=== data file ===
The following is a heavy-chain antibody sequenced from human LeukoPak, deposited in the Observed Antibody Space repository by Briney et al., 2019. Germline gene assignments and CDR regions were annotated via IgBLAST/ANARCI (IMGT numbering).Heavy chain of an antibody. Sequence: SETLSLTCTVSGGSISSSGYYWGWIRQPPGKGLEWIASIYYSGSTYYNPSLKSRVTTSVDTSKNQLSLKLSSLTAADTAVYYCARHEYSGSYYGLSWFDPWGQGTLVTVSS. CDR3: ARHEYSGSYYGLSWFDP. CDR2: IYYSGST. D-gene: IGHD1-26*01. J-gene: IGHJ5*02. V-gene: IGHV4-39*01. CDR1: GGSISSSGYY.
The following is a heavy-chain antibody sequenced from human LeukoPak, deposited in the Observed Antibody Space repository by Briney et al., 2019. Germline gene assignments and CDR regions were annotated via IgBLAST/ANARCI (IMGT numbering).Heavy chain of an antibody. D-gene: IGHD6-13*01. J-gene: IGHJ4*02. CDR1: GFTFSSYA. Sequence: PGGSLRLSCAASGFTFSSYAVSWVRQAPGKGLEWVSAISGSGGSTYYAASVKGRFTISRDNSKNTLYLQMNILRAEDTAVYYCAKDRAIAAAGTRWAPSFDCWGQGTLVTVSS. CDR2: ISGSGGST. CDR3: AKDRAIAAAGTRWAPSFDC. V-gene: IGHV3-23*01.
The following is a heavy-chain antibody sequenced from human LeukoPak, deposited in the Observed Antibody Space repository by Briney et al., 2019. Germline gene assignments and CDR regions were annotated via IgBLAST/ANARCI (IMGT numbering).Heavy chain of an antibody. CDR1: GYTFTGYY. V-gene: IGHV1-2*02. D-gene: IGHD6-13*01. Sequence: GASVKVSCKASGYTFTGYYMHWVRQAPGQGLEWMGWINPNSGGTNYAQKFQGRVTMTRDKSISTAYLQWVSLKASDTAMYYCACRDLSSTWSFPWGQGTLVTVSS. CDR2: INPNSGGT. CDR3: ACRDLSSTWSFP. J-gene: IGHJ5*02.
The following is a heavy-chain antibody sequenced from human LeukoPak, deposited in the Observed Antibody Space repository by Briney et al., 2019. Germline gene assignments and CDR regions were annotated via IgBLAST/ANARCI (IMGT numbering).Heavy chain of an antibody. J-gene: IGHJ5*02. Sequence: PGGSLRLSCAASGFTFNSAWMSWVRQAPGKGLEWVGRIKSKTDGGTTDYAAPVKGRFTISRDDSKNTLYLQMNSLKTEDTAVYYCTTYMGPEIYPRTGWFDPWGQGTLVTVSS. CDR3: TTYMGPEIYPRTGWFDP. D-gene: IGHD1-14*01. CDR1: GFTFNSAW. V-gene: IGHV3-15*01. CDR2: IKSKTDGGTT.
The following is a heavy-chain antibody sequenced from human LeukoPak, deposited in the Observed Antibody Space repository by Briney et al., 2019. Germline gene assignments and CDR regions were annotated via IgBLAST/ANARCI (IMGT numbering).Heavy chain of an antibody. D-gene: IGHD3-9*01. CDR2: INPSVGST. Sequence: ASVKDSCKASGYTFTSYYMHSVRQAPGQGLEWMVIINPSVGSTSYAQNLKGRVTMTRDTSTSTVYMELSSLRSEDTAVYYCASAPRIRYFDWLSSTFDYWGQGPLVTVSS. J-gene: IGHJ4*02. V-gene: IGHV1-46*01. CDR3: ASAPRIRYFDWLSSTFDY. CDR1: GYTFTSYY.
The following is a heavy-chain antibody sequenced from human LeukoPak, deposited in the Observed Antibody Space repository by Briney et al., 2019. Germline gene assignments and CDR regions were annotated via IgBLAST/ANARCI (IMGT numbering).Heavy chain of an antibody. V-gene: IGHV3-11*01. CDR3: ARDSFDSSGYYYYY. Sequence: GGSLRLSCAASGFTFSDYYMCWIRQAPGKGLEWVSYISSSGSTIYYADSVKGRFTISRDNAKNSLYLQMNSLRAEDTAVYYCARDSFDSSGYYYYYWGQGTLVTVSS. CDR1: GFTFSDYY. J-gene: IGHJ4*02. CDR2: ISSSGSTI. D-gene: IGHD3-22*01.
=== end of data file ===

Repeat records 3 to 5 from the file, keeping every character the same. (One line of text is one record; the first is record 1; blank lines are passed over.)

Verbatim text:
The following is a heavy-chain antibody sequenced from human LeukoPak, deposited in the Observed Antibody Space repository by Briney et al., 2019. Germline gene assignments and CDR regions were annotated via IgBLAST/ANARCI (IMGT numbering).Heavy chain of an antibody. CDR1: GYTFTGYY. V-gene: IGHV1-2*02. D-gene: IGHD6-13*01. Sequence: GASVKVSCKASGYTFTGYYMHWVRQAPGQGLEWMGWINPNSGGTNYAQKFQGRVTMTRDKSISTAYLQWVSLKASDTAMYYCACRDLSSTWSFPWGQGTLVTVSS. CDR2: INPNSGGT. CDR3: ACRDLSSTWSFP. J-gene: IGHJ5*02.
The following is a heavy-chain antibody sequenced from human LeukoPak, deposited in the Observed Antibody Space repository by Briney et al., 2019. Germline gene assignments and CDR regions were annotated via IgBLAST/ANARCI (IMGT numbering).Heavy chain of an antibody. J-gene: IGHJ5*02. Sequence: PGGSLRLSCAASGFTFNSAWMSWVRQAPGKGLEWVGRIKSKTDGGTTDYAAPVKGRFTISRDDSKNTLYLQMNSLKTEDTAVYYCTTYMGPEIYPRTGWFDPWGQGTLVTVSS. CDR3: TTYMGPEIYPRTGWFDP. D-gene: IGHD1-14*01. CDR1: GFTFNSAW. V-gene: IGHV3-15*01. CDR2: IKSKTDGGTT.
The following is a heavy-chain antibody sequenced from human LeukoPak, deposited in the Observed Antibody Space repository by Briney et al., 2019. Germline gene assignments and CDR regions were annotated via IgBLAST/ANARCI (IMGT numbering).Heavy chain of an antibody. D-gene: IGHD3-9*01. CDR2: INPSVGST. Sequence: ASVKDSCKASGYTFTSYYMHSVRQAPGQGLEWMVIINPSVGSTSYAQNLKGRVTMTRDTSTSTVYMELSSLRSEDTAVYYCASAPRIRYFDWLSSTFDYWGQGPLVTVSS. J-gene: IGHJ4*02. V-gene: IGHV1-46*01. CDR3: ASAPRIRYFDWLSSTFDY. CDR1: GYTFTSYY.